When designing the best control room for your organization, you’ll want to keep safety precautions in mind. The first thing you should do is incorporate a safe emergency exit into the design of your organization’s control room. You should also lay out the room in a way that allows employees to exit the room in a safe and organized manner in the case of an emergency. The room should also have alarms to warn employees of emergencies.


You should also keep efficiency in mind in order to optimize your control room for your operation. Easy access to monitors, mouses, and keyboards should be a primary goal, and data should be displayed so that operators can see all the information clearly without obstruction. An efficient work environment will establish a smooth workflow, and this comes directly from the room’s layout.

Floor Layout

You have many different options to optimize the layout of your control room for success. Find a layout that’ll best fit your daily operations within the space. Also keep in mind the aforementioned emergency exit strategy. Try taking inspiration from other control rooms you feel your organization would be able to emulate for your own operations. Some floor layouts to consider include:

•             three units of consoles side by side

•             three units back to back

•             two units side by side

•             two units face to face

•             one unit row by row across the room

The great thing about designing your own control room is the flexibility. It’s critical to establish an effective layout that’ll encourage collaboration, communication, and proactive operations. Keep in mind that privacy panels can be added to any control room furniture tier or wedge to reduce operator distraction from traffic behind the control room furniture units.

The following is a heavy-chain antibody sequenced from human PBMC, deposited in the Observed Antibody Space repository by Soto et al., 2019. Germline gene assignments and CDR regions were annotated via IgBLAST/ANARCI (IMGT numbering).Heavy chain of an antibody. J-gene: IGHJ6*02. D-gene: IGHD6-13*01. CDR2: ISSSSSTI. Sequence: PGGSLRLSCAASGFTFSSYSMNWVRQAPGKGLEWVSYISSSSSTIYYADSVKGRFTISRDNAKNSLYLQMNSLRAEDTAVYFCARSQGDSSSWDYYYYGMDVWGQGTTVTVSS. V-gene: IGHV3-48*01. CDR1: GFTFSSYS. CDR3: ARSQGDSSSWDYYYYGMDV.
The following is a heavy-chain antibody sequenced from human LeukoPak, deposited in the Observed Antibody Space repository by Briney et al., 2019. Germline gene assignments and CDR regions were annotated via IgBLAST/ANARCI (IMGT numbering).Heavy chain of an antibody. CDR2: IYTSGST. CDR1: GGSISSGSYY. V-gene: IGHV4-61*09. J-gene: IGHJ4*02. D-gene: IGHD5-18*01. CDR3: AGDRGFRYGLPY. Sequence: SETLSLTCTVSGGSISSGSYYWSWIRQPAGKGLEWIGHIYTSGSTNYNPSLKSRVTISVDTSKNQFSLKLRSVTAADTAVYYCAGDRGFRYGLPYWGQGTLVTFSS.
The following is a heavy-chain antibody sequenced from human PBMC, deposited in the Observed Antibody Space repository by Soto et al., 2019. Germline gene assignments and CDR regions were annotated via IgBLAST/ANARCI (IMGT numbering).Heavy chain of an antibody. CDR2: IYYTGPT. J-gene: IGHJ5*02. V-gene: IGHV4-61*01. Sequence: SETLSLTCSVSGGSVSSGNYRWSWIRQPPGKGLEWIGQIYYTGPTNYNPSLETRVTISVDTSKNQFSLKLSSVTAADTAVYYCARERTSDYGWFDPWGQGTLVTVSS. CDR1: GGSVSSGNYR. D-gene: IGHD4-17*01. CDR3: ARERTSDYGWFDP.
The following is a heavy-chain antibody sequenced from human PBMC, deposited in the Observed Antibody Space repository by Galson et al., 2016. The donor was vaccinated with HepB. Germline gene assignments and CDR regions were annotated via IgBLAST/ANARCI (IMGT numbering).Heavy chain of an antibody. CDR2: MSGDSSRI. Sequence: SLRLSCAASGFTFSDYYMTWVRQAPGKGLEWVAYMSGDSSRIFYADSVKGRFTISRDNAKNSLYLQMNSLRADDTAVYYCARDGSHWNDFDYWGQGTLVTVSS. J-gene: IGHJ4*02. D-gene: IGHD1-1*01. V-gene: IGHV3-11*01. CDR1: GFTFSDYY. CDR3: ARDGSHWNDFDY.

Lighting in control rooms can be tricky. Some control rooms operate 24/7, and lighting can vary: some spaces have multiple lights or just one light, windows or no windows at all. Natural light is said to improve productivity and reduce eye strain, so that may be an option in your planning. Ambient light, which is typically placed around consoles in a dark setting, can also improve comfort in a control room. This is a great option because it’s easier on your eyes than a room full of white light bulbs. You might have a situation where having no windows is needed to minimize distractions. Dimmable lighting can also be a very effective option, too, by allowing the ability to adjust brightness levels at any time of the day.


The type of consoles with which you’ll fill your room can vary based on the industry and applications. ImageVision offers all-steel consoles in a variety of different styles through the following product lines:

•             AgileVIEW

•             AgileVIEW Series 2

•             AbleVIEW

•             ErgonomicVIEW

•             ErgonomicVIEW Series 2

Ideally, you’ll want to invest in consoles with multiple monitors and secure storage. You could also choose a more ergonomic option with better mobility. Again, the type of console you choose should be based on the work your organization provides.

When designing a control room, you’ll have plenty of factors to consider to make your workplace the best it can be. By considering various design options, you’ll be able to create the control room of your dreams and keep operations running smoothly and effectively for many years to come.

Consider for Control Room Design Information